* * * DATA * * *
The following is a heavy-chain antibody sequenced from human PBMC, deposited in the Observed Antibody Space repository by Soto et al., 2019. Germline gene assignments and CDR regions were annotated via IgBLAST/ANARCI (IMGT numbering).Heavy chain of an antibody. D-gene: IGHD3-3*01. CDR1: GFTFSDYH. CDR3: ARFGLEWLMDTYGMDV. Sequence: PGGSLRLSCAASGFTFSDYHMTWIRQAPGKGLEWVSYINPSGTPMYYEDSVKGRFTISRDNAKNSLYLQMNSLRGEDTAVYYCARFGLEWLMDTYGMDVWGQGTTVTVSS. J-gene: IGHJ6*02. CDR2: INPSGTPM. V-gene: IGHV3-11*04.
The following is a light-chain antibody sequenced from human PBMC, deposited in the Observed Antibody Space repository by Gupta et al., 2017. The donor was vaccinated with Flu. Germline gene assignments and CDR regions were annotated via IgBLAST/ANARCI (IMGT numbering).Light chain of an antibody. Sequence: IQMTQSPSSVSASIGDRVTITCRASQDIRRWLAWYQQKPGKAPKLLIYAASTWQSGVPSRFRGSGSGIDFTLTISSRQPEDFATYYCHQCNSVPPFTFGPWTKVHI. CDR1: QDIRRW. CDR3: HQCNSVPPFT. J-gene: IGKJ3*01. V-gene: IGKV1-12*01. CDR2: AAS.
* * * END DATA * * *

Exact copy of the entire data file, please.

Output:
The following is a heavy-chain antibody sequenced from human PBMC, deposited in the Observed Antibody Space repository by Soto et al., 2019. Germline gene assignments and CDR regions were annotated via IgBLAST/ANARCI (IMGT numbering).Heavy chain of an antibody. D-gene: IGHD3-3*01. CDR1: GFTFSDYH. CDR3: ARFGLEWLMDTYGMDV. Sequence: PGGSLRLSCAASGFTFSDYHMTWIRQAPGKGLEWVSYINPSGTPMYYEDSVKGRFTISRDNAKNSLYLQMNSLRGEDTAVYYCARFGLEWLMDTYGMDVWGQGTTVTVSS. J-gene: IGHJ6*02. CDR2: INPSGTPM. V-gene: IGHV3-11*04.
The following is a light-chain antibody sequenced from human PBMC, deposited in the Observed Antibody Space repository by Gupta et al., 2017. The donor was vaccinated with Flu. Germline gene assignments and CDR regions were annotated via IgBLAST/ANARCI (IMGT numbering).Light chain of an antibody. Sequence: IQMTQSPSSVSASIGDRVTITCRASQDIRRWLAWYQQKPGKAPKLLIYAASTWQSGVPSRFRGSGSGIDFTLTISSRQPEDFATYYCHQCNSVPPFTFGPWTKVHI. CDR1: QDIRRW. CDR3: HQCNSVPPFT. J-gene: IGKJ3*01. V-gene: IGKV1-12*01. CDR2: AAS.